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School Board Considers Five Proposals to Expand Facilities

November 7, 2019

Please note: This article was originally posted during a previous school year. Information and/or dates from past events
may be not be relevant for the current school year.

The Clarksville-Montgomery County School Board reviewed five proposals to partially address an ever-growing student population during its Nov. 5 Study Session.

Chief Operations Officer Jim Sumrell presented the Board members with a report on the school system’s current state of building capacity and recommendations for them to consider during their voting session on Nov. 12.

“We’ve been sharing consistent and factual data for four and a half years. These numbers are not fictitious. They are not made up. They are numbers we report to the state every 20 days,” Sumrell said when pointing to the staggering increase of students. “This presentation wasn’t a surprise to the Board members, or to the County Commission,” he added.

​The proposals, which take the form of formal resolutions, go before the School Board on Nov. 12 for a vote. Once passed by the Board, the Montgomery County Budget Committee would then review the resolutions forwarding them for presentation to the entire County Commission on Dec. 2 and a formal vote on Dec. 9.

Included in the resolutions are:

  • A $4.3 million, 12-classroom addition at RossviewElementary School. The County Commission already appropriated architect fees for this project, adding 12 classrooms to the school, which is currently at 124 percent of its capacity.
  • A $300,000 renovation of the former New Providence Elementary School, which has been leased to a retired teacher and former county commissioner for use first as a Head Start, then as a community building. Due to state-mandated requirements for alternative education, the Adult program that has operated at Greenwood Complex for more than two decades would be relocated to this building.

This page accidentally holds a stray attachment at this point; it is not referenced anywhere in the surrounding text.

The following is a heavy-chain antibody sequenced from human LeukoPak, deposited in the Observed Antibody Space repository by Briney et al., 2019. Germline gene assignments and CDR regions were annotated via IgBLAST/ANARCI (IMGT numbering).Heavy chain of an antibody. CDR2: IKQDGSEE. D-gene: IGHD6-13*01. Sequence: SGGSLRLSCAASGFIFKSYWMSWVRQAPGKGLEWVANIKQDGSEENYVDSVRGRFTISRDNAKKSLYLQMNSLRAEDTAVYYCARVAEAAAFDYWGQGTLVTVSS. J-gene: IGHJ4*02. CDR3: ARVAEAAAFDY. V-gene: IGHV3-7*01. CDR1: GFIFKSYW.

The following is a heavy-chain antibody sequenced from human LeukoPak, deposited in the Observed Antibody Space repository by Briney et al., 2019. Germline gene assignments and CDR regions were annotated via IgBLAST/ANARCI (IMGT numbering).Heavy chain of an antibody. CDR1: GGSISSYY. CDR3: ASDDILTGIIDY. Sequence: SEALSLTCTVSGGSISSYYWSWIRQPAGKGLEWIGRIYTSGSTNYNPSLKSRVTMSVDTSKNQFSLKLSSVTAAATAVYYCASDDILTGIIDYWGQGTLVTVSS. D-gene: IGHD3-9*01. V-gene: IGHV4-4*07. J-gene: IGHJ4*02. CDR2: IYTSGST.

• A $4 million purchase and renovation of the Emmanuel Family Life Center at 303 Fairview Lane for the new location of the CMCSS Spanish Immersion Program, now located at Barksdale Elementary. The program, which started with two kindergarten classes in 2018, will grow to 12 classrooms by 2023.
  • A $130,000 design fee to expand West Creek Elementary School with 12 additional classrooms. The school currently uses six portable classrooms and is in need of additional classrooms to provide a capacity for 1,040 students. The design selected for this project would be similar to the one for Barkers Mill Elementary’s expansion.
  • A $155,000 architect fee for a 12-classroom addition to Oakland Elementary School, which is now at 114 percent of its capacity with six portable classrooms located at the site. The design selected for this project would be similar to the one for Rossview Elementary’sexpansion.

Sumrell explained that the Operations Department does a “break-even analysis so we know what the capacity is in any school zone and what the growth trajectory is. We then look at the past growth trends in that building and project for the future. We develop our building plan from that.”

He went on to explain that in the early 1980s, CMCSS student enrollment was trending flat, but in 1985, it began a fast-paced upward trajectory. Over the past 34 years, the growth averaged about 665 students a year, but in looking at more recent years, that average has increased to more than 1,000 students a year. “There is nothing about that data that would tell us to stop building,” Sumrell said. The last school the County Commission approved was Oakland Elementary, which opened in 2015.

School officials have requested funds from county government for the past four years to build an eighth middle school. All seven middle schools are over capacity with 33 portable classrooms serving to alleviate overcrowding. Currently, CMCSS has a total of 107portable classrooms located across the system. “There is nothing more that we can do to fix that without a new middle school,” Sumrell stated, adding that middle school expansions have already been built and additional expansions are not an option. The original middle schools were built for 1,200 students. The expansions are built to serve 1,500, allowing for adequate needs for restrooms, cafeteria and ancillary space. Rossview Middle School has the largest student body of 1,486.

The County is exploring a way to fast track a “design, build, delivery” model with property not yet purchased along Rossview Road. “We want to open our eighth middle school in August 2022. With the delivery methods being discussed, they may find a way to make that happen. It’s our last best hope to get a middle school in 2022. If it doesn’t work out, it’ll be 2023,” Sumrell said.

Here is a link to Chief Operations Officer Jim Sumrell’s presentation to the School Board: